Microfluidized squalene or squalane emulsions are efficient adjuvants, eliciting both humoral and cellular immune responses. Microfluidization stabilizes the emulsions and allows sterilization by terminal filtration. The emulsions are stable for years at ambient temperature and can be frozen. Antigens are added after emulsification so that conformational epitopes are not lost by denaturation and to facilitate manufacture. A Pluronic block copolymer can be added to the squalane or squalene emulsion. Soluble antigens administered in such emulsions generate cytotoxic T lymphocytes able to lyse target cells expressing the antigen in a genetically restricted fashion. Squalene or squalane emulsions without copolymers or MDP have very little toxicity and elicit potent antibody responses to several antigens in nonhuman primates. They could be used to improve a wide range of vaccines. Squalene or squalane emulsions have been administered in human cancer vaccines, with mild side effects and evidence of efficacy, in terms of both immune responses and antitumor activity.
Denovo Biotechnology offers four different Antimax adjuvant mixtures for enhanced antibody production. Antimax adjuvants are different combinations of squalene-based oil-in-water adjuvant, carbomer homopolymer adjuvant, and PCEP (Poly[di(sodiumcarboxylatoethylphenoxy)phosphazene]). All Antimax adjuvant mixtures have been shown to produce higher antibody titers than Freund’s Reagent.
AntiMax Reagents are supplied as ready-to-use sterile emulsions. For more information, click on the links below:
"Next Generation" Polyphosphazene Adjuvants
Much attention has been also focused on the 'next generation' polyphosphazene adjuvants. It has been clearly elucidated that structure and composition of polyphosphazenes play an important role in their immunopotentiation effect and novel molecules can differentiate significantly from PCPP in their activity and mechanism of action. Although about two dozen "new generation" polyphosphazenes, have been synthesized, only few have been explored for their immunoadjuvants properties, namely or PCPP copolymers containing oxyethelyne side groups (Fig. 7B)  poly[di(carboxylatoethylphenoxy)phosphazene], and PCEP (Fig. 7C) . It was found that depending on the type of polyphosphazene the IgG isotype profiles of the immune response can vary indicating potential differences in the mechanism of action. PCPP primarily enhances IgG1 antibody responses, which are typically associated with Th2-type response, whereas its sister polymers have been shown to also enhance IgG2a [141,151], which can be associated with Th1-type immune responses providing protection against intracellular pathogens .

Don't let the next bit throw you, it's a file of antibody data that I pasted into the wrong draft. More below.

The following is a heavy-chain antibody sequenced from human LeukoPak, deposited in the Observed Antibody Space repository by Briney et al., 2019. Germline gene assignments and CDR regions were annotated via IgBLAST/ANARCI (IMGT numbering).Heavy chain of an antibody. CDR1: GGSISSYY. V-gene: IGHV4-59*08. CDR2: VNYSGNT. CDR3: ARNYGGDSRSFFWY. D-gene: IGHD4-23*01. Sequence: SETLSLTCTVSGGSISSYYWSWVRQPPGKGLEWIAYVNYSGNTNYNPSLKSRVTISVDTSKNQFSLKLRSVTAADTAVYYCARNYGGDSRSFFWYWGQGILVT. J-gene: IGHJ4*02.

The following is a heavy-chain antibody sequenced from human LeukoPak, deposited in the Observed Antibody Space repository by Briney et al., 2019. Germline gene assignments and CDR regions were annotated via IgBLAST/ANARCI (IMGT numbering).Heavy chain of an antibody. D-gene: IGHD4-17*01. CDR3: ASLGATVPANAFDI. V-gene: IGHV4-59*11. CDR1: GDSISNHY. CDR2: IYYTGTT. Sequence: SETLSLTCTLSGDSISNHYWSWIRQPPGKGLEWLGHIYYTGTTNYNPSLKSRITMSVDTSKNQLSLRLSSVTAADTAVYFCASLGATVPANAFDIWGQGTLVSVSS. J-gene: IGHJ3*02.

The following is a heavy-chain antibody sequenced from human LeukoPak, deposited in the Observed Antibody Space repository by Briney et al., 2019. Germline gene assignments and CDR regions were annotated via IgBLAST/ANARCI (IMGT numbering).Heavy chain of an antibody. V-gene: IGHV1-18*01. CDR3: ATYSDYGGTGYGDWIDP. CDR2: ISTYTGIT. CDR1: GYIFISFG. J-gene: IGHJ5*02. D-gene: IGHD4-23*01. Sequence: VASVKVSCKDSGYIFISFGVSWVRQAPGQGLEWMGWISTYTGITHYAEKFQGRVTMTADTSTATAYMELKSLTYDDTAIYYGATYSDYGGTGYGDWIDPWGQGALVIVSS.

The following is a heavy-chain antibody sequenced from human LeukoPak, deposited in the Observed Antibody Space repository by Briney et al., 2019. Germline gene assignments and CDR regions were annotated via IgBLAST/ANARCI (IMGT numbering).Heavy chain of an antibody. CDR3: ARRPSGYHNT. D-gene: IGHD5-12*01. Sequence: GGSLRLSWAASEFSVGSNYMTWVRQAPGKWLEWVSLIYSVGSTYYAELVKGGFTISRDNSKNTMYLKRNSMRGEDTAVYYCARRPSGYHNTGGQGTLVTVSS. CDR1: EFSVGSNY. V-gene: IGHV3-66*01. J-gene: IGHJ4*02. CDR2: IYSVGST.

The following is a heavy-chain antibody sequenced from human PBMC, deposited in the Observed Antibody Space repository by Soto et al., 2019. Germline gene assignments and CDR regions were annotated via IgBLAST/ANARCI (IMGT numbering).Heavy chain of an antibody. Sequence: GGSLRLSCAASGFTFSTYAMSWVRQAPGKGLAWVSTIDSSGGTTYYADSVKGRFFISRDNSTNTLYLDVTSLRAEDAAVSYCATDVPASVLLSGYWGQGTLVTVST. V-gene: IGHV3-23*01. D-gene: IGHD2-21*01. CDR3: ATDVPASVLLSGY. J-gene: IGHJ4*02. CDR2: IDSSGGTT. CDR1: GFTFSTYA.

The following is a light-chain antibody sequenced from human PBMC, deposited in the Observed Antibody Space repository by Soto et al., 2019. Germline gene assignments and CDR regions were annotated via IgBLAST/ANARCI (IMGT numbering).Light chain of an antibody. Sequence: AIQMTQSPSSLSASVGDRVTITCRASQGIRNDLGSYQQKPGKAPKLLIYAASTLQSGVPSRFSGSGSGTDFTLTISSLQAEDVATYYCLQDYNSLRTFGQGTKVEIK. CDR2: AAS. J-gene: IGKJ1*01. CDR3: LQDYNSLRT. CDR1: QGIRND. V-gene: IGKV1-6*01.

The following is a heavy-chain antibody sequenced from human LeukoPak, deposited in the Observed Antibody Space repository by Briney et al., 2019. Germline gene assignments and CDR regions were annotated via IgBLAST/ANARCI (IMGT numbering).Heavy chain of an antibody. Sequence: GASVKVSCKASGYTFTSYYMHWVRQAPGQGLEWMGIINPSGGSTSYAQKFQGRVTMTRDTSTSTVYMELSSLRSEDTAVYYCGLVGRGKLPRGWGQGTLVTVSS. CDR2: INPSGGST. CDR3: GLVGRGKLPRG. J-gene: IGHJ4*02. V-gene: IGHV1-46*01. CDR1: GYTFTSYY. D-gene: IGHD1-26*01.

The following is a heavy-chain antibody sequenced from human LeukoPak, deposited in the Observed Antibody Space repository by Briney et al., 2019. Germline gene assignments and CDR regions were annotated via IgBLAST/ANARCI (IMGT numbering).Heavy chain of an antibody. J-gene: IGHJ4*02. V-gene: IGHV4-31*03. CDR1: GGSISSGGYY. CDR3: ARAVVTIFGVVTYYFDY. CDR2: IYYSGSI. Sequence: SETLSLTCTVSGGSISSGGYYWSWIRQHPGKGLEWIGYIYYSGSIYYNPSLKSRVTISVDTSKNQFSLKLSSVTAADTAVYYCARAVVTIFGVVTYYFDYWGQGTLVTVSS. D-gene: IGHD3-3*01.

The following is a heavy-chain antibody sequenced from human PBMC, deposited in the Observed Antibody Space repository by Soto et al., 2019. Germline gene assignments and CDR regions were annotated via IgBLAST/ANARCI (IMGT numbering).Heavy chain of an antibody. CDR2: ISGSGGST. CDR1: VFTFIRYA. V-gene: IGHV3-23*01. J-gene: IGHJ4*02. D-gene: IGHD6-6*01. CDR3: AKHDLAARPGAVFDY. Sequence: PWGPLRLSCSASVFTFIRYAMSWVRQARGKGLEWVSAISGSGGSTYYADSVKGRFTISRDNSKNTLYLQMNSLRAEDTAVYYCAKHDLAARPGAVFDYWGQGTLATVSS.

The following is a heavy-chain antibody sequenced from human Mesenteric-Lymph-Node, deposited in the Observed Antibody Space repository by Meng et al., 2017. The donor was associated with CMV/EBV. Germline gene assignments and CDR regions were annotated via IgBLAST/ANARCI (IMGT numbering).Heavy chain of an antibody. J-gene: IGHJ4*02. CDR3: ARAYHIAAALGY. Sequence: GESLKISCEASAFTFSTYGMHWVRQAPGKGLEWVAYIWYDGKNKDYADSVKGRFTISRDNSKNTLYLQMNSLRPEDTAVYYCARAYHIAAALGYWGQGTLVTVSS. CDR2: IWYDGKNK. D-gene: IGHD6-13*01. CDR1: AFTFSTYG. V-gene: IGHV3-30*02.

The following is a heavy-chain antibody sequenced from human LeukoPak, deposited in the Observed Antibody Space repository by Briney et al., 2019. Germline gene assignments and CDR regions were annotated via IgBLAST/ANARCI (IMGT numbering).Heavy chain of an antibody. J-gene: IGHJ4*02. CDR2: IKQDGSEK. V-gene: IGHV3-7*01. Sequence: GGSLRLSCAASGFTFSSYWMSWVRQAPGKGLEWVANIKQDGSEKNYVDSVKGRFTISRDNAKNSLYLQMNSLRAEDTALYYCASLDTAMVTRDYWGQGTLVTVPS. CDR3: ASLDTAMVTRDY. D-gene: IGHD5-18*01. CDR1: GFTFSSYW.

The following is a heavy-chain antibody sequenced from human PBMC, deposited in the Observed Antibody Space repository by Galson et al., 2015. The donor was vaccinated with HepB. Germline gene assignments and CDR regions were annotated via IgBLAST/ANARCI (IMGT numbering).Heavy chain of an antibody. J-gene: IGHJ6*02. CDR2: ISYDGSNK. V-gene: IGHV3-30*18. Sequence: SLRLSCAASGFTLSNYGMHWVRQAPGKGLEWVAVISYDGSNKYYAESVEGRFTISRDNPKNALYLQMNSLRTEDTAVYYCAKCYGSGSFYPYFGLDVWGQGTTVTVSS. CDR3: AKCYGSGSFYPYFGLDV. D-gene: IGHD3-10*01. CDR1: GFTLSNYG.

It was reported recently that PCEP can induce time-dependent changes in the gene expression of many "adjuvant core response genes" including cytokines, chemokines, innate immune receptors, IFN-induced genes, adhesion molecules and antigen-presentation genes, upregulate the gene expression of the inflammasome receptor, NLRP3, and induce the production of pro-inflammatory cytokines IL-1β, and IL-18 at the site of injection . Since the secretion of these cytokines is predominantly a result of activation of the inflammasome, which leads to the processing and secretion of proinflammatory cytokines, authors suggest that PCEP may modulate antigen-specific immune responses by activating early innate immune responses and promoting a strong immuno-stimulatory environment at the site of injection . Furthermore, intramuscular injection of mice with PCEP induced significant recruitment of neutrophils, macrophages, monocytes, DCs, and lymphocytes at the site of injection as well as in the draining lymph nodes . The results of the confocal analysis revealed intracytoplasmic lysosomal localization of PCEP in recruited immune cells .
Although recent publications, especially on a newer generation polyphosphazenes, clearly shed light on their mechanism of action, it should be noted that very few of these papers detail synthesis, characterization and formulation studies. This certainly needs to be addressed to allow the exclusion of the impact of the secondary factors, such as molecular size of the polymer, potential self-assembly in solution, and even the effect of any structural irregularities in the polymer, on the immunological effects.